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Volume 5, Number 2, Spring 2007 Gwendolyn Beetham and Jessica Valenti, Guest Editors
Blogging Feminism:
(Web)Sites of Resistance
About this Issue
About the Contributors

Issue 5.2 Homepage

·What's a blog?
·So what's feminist about blogging?
·Where are the women?
·How is this issue different from previous editions of S&F Online?

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Gwendolyn Beetham and Jessica Valenti

[T]he internet is characteristically "postmodern" in the way that it opens up limitless opportunities for communication, writing and thought, and in the way that it galvanizes the proliferation of text freed from the mastery of authors . . . it makes all information the ownership of everyone.[1]

What's a blog?

Blogs are everywhere: they've become the new darling of US and international politics and are quickly becoming a new form of media. Hillary Clinton has experimented with blogging[2] and hired a blogging consultant, and the President of Iran recently announced that he would be launching a blog.[3] Newspapers and other media outlets are creating new blogs at record pace. The new and creative ways blogs are being used for political activism have shown that they can make waves in electoral politics: The New York Times credited the power of blogging as a contributing factor in Ned Lamont's victory over Joe Lieberman in Connecticut's Democratic primary. Lamont had hired a staffer to coordinate blogging activities.[4] National and grassroots organizations have started blogs and in so doing are paving the way for online "netroots" organizing. Just last year, an antichoice bill in Virginia was withdrawn thanks to the quick response of pro-choice bloggers.[5] But despite blogs' prevalence and increasing relevance both in and outside of the political realm, many still don't seem to know what, exactly, makes a blog a blog.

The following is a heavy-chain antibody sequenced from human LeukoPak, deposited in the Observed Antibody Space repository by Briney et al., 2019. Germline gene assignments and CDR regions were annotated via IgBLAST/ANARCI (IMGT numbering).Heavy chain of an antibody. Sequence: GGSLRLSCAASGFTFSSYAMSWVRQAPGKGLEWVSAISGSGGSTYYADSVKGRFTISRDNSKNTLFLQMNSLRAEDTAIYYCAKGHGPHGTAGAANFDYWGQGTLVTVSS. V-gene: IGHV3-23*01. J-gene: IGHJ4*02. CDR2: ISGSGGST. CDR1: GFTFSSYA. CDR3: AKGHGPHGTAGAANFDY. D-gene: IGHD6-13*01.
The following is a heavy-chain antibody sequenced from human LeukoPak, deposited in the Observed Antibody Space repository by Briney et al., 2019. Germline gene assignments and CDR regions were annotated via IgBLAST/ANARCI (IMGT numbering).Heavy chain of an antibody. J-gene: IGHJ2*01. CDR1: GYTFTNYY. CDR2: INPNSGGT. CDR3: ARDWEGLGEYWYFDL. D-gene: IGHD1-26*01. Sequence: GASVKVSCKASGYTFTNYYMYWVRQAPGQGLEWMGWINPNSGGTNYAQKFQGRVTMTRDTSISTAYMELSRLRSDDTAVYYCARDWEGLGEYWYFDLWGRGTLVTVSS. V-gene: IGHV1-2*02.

The term blog, short for Weblog, is a Web site maintained by one or more persons who post information in "log" format, most often time-stamped in reverse chronological order.[6] Unique to blogs is a level of interactivity not present on most Web sites. Readers can leave comments and partake in a conversation with other readers and the bloggers themselves. Blogs also tend to be timelier than other Web sites in that they're updated frequently—generally several times a day. If you're not familiar with the "blogosphere," you may find this issue's Recommended Reading section and Wikipedia's list of blogging terms helpful to keep on hand as references while you browse this edition of The Scholar & Feminist Online.

New blogs are popping up everyday. Recent estimates by The Guardian UK put the number of feminist blogs at 240,000, and the number of active blogs worldwide at 4 million, although some estimates are much higher.[7] The blog search engine Technorati says that it tracks more than 50 million blogs worldwide. Despite these numbers, little has been written on the feminist implications of the recent blogging phenomenon, to the detriment of the feminist movement. Further, while women are currently creating blogs at nearly the same rate as men,[8] "mainstream" or "A-list" blogs (as defined by traffic rank and media and political attention) do not often link to blogs run by women, particularly when it comes to the political blogosphere, an indication that the gender hierarchy is being reproduced in the blogosphere.[9] In fact, a recent survey of "important blogs" (importance being measured by how many sites—other blogs and commercial news sites—link to the blog) by the Web site Blogstreet indicated that not one of the "top 10 most important weblogs" was maintained by a woman.[10] Addressing this point in an essay on the importance of blogging to progressive politics, Lakshmi Chaudhry rightly asks: "If blogs derive their credibility from being the 'voice of the people,' surely we should be concerned about which opinions get attention over others . . . What kind of democratic consensus does the blogosphere reflect when the people participating in it are most likely to be white, well-educated men?"[11] Following this argument, this issue not only explores the act of blogging as a way of subverting media power relations and an exciting new way to think about feminist activism, but it also examines the recurring and important questions: Where are the women bloggers? Who are they? Or more importantly, why can't (or won't) people find them?

Tools 5.2 Online Resources Recommended Reading S&F Online in the Classroom
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